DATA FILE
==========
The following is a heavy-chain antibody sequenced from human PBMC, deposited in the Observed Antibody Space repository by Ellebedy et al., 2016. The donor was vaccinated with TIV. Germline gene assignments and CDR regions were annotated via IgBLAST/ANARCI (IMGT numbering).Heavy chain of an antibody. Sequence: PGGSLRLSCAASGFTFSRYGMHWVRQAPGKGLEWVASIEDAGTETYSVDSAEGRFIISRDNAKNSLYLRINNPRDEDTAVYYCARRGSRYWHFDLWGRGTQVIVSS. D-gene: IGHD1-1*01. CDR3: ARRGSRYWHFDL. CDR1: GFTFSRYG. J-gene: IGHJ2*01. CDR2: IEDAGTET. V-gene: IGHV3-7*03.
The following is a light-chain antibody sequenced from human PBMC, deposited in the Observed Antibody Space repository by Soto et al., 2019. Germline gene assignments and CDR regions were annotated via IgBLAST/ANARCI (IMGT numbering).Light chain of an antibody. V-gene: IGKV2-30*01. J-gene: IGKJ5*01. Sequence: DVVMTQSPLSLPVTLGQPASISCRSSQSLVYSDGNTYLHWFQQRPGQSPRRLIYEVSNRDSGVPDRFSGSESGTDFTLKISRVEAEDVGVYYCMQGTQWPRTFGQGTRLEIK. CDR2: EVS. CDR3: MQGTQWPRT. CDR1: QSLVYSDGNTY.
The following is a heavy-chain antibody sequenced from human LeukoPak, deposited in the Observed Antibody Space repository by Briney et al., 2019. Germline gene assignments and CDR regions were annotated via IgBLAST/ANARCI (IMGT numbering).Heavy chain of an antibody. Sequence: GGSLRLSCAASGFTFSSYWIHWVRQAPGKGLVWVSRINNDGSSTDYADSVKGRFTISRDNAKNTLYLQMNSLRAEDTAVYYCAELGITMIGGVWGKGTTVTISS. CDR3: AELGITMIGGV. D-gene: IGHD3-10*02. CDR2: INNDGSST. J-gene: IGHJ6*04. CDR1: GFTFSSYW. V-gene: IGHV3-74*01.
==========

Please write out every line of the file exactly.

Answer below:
The following is a heavy-chain antibody sequenced from human PBMC, deposited in the Observed Antibody Space repository by Ellebedy et al., 2016. The donor was vaccinated with TIV. Germline gene assignments and CDR regions were annotated via IgBLAST/ANARCI (IMGT numbering).Heavy chain of an antibody. Sequence: PGGSLRLSCAASGFTFSRYGMHWVRQAPGKGLEWVASIEDAGTETYSVDSAEGRFIISRDNAKNSLYLRINNPRDEDTAVYYCARRGSRYWHFDLWGRGTQVIVSS. D-gene: IGHD1-1*01. CDR3: ARRGSRYWHFDL. CDR1: GFTFSRYG. J-gene: IGHJ2*01. CDR2: IEDAGTET. V-gene: IGHV3-7*03.
The following is a light-chain antibody sequenced from human PBMC, deposited in the Observed Antibody Space repository by Soto et al., 2019. Germline gene assignments and CDR regions were annotated via IgBLAST/ANARCI (IMGT numbering).Light chain of an antibody. V-gene: IGKV2-30*01. J-gene: IGKJ5*01. Sequence: DVVMTQSPLSLPVTLGQPASISCRSSQSLVYSDGNTYLHWFQQRPGQSPRRLIYEVSNRDSGVPDRFSGSESGTDFTLKISRVEAEDVGVYYCMQGTQWPRTFGQGTRLEIK. CDR2: EVS. CDR3: MQGTQWPRT. CDR1: QSLVYSDGNTY.
The following is a heavy-chain antibody sequenced from human LeukoPak, deposited in the Observed Antibody Space repository by Briney et al., 2019. Germline gene assignments and CDR regions were annotated via IgBLAST/ANARCI (IMGT numbering).Heavy chain of an antibody. Sequence: GGSLRLSCAASGFTFSSYWIHWVRQAPGKGLVWVSRINNDGSSTDYADSVKGRFTISRDNAKNTLYLQMNSLRAEDTAVYYCAELGITMIGGVWGKGTTVTISS. CDR3: AELGITMIGGV. D-gene: IGHD3-10*02. CDR2: INNDGSST. J-gene: IGHJ6*04. CDR1: GFTFSSYW. V-gene: IGHV3-74*01.